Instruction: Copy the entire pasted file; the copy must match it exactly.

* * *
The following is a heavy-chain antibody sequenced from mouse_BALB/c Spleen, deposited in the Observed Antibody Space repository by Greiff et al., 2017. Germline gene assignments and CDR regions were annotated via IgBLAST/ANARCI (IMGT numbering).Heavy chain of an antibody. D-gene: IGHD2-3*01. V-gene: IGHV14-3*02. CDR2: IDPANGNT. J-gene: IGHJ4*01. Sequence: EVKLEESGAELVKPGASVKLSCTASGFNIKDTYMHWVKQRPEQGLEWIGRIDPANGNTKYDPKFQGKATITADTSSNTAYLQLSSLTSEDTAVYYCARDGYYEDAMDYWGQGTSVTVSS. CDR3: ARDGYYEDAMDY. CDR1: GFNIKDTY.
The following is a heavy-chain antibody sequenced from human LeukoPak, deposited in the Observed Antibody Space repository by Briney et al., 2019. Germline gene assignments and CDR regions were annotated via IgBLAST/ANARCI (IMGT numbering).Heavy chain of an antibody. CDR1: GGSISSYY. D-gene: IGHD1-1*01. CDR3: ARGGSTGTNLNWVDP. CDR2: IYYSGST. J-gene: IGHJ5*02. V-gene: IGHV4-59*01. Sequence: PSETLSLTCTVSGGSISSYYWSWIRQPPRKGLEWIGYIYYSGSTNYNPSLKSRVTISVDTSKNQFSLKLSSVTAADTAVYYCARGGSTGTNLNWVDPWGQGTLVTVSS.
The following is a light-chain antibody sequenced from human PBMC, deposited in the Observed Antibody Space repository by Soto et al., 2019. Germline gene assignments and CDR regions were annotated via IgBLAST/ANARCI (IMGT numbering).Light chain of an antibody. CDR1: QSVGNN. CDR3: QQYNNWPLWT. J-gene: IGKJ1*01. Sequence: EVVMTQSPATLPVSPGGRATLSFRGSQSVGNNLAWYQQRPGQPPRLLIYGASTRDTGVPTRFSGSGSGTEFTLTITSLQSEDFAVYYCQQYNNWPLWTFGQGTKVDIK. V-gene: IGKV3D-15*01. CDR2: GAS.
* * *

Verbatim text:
The following is a heavy-chain antibody sequenced from mouse_BALB/c Spleen, deposited in the Observed Antibody Space repository by Greiff et al., 2017. Germline gene assignments and CDR regions were annotated via IgBLAST/ANARCI (IMGT numbering).Heavy chain of an antibody. D-gene: IGHD2-3*01. V-gene: IGHV14-3*02. CDR2: IDPANGNT. J-gene: IGHJ4*01. Sequence: EVKLEESGAELVKPGASVKLSCTASGFNIKDTYMHWVKQRPEQGLEWIGRIDPANGNTKYDPKFQGKATITADTSSNTAYLQLSSLTSEDTAVYYCARDGYYEDAMDYWGQGTSVTVSS. CDR3: ARDGYYEDAMDY. CDR1: GFNIKDTY.
The following is a heavy-chain antibody sequenced from human LeukoPak, deposited in the Observed Antibody Space repository by Briney et al., 2019. Germline gene assignments and CDR regions were annotated via IgBLAST/ANARCI (IMGT numbering).Heavy chain of an antibody. CDR1: GGSISSYY. D-gene: IGHD1-1*01. CDR3: ARGGSTGTNLNWVDP. CDR2: IYYSGST. J-gene: IGHJ5*02. V-gene: IGHV4-59*01. Sequence: PSETLSLTCTVSGGSISSYYWSWIRQPPRKGLEWIGYIYYSGSTNYNPSLKSRVTISVDTSKNQFSLKLSSVTAADTAVYYCARGGSTGTNLNWVDPWGQGTLVTVSS.
The following is a light-chain antibody sequenced from human PBMC, deposited in the Observed Antibody Space repository by Soto et al., 2019. Germline gene assignments and CDR regions were annotated via IgBLAST/ANARCI (IMGT numbering).Light chain of an antibody. CDR1: QSVGNN. CDR3: QQYNNWPLWT. J-gene: IGKJ1*01. Sequence: EVVMTQSPATLPVSPGGRATLSFRGSQSVGNNLAWYQQRPGQPPRLLIYGASTRDTGVPTRFSGSGSGTEFTLTITSLQSEDFAVYYCQQYNNWPLWTFGQGTKVDIK. V-gene: IGKV3D-15*01. CDR2: GAS.